Free community college proposal moving through House

Posted March 24, 2015

— A bill that would provide two years of community college tuition-free to top North Carolina high school students cleared its second House committee in a week Tuesday morning but continues to face skepticism from some lawmakers.

Under House Bill 129, high school graduates with a GPA of 3.5 or higher would qualify for a tuition grant, starting in the 2016-17 school year, although other state or federal scholarships would be deducted from the total award amount.

The bill would also require University of North Carolina system schools to offer students deferred admission if they earn one of the grants and choose to take two years of classes in community college before transferring.

Lawmakers would set aside $2 million for the program in the first year and $3.5 million for the 2017-18 school year.

Rep. Mickey Michaux, D-Durham, questioned whether the funds would decrease the amount available for need-based financial aid at community colleges. Sponsor Rep. Jeff Elmore, R-Wilkes, said that question should be addressed to the House Appropriations Committee, which is the next stop for the bill before it heads to the House floor.

Elmore noted the proposal could save the state money because the state share of an average community college student's cost is $4,401 per year, or about a third of the average $13,419 state subsidy for a student in the UNC system.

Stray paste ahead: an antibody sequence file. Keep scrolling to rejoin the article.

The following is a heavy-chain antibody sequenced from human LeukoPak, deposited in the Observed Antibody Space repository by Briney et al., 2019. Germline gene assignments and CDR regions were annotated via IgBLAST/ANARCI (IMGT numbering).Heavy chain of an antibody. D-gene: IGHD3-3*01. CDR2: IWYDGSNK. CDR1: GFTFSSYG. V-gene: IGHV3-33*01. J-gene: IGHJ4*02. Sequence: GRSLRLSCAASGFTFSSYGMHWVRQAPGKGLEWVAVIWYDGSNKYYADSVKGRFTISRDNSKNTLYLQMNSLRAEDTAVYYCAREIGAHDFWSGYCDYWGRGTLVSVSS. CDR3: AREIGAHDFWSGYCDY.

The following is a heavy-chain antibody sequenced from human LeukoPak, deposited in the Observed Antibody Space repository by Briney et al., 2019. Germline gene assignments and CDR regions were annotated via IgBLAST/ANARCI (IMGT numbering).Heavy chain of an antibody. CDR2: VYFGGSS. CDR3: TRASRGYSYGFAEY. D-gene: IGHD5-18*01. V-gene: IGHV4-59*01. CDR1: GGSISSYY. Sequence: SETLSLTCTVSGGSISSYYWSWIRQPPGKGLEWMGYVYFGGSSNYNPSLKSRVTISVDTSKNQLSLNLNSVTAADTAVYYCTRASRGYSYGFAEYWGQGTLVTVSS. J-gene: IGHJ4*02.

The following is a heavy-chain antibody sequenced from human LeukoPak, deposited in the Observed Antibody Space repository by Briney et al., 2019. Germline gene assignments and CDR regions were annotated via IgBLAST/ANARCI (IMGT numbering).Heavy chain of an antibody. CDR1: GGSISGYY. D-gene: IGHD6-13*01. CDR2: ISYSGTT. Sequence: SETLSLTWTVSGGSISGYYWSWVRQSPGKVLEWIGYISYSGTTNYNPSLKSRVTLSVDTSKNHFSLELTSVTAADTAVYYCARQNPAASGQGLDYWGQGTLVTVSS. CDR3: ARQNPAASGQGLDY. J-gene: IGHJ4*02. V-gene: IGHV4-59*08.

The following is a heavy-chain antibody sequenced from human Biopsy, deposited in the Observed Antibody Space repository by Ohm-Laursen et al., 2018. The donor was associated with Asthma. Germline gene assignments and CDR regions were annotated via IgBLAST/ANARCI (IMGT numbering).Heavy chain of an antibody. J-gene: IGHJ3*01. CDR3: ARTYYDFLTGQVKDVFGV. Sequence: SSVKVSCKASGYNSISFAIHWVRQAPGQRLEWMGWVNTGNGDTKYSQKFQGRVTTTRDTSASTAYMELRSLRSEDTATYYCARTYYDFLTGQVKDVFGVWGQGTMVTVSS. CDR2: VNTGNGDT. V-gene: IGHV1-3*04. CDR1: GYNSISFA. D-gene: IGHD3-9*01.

"If we begin to whittle away at the people who pay tuition, if we go too far, we're going wonder who's going to be left to pay the tuition," said Rep. Mark Brody, R-Union. "In order to keep the community colleges viable, we have to have a certain amount of income, and that will end up falling on the state to make it up."

Elmore said keeping top students in the state education system will ultimately benefit North Carolina. South Carolina, Georgia and Tennessee have similar programs, he said.

Rep. Bryan Holloway, R-Stokes, said some students might not be able to afford four years at a UNC school, so allowing them the option of spending two years at a community college could open higher education to more people.

"It's not about the universities. It's not about the community colleges. It's about the kids. It's about providing options for them," Holloway said.

Students would have to maintain a 3.0 GPA in community college to retain the grant.

Rep. Kelly Hastings, R-Gaston, said the proposal would move the community college system "in a different direction" than its traditional mission of serving people trying to learn a trade or get a two-year instead of a four-year degree.

"You're going to be having to figure out ways to put an electrical wiring student who doesn't care about English (class) in with other people who are actually going to have to perform at a college level so they can succeed when they transfer to a four-year university," Hastings said. "I still don't really see how that's going to mesh."

Elmore said high school classes already operate on that level, so it shouldn't be a problem at community colleges.

"With the economy like it is, the lines (between) skilled workforce and more academic are very much blurred now," he said. "We have high-performing students very interested in (career technical education) at the high school level. We have other high-performing students interested in that four-year degree path."

The House Education Committee/Universities passed the bill on a voice vote, but several no votes could be heard.


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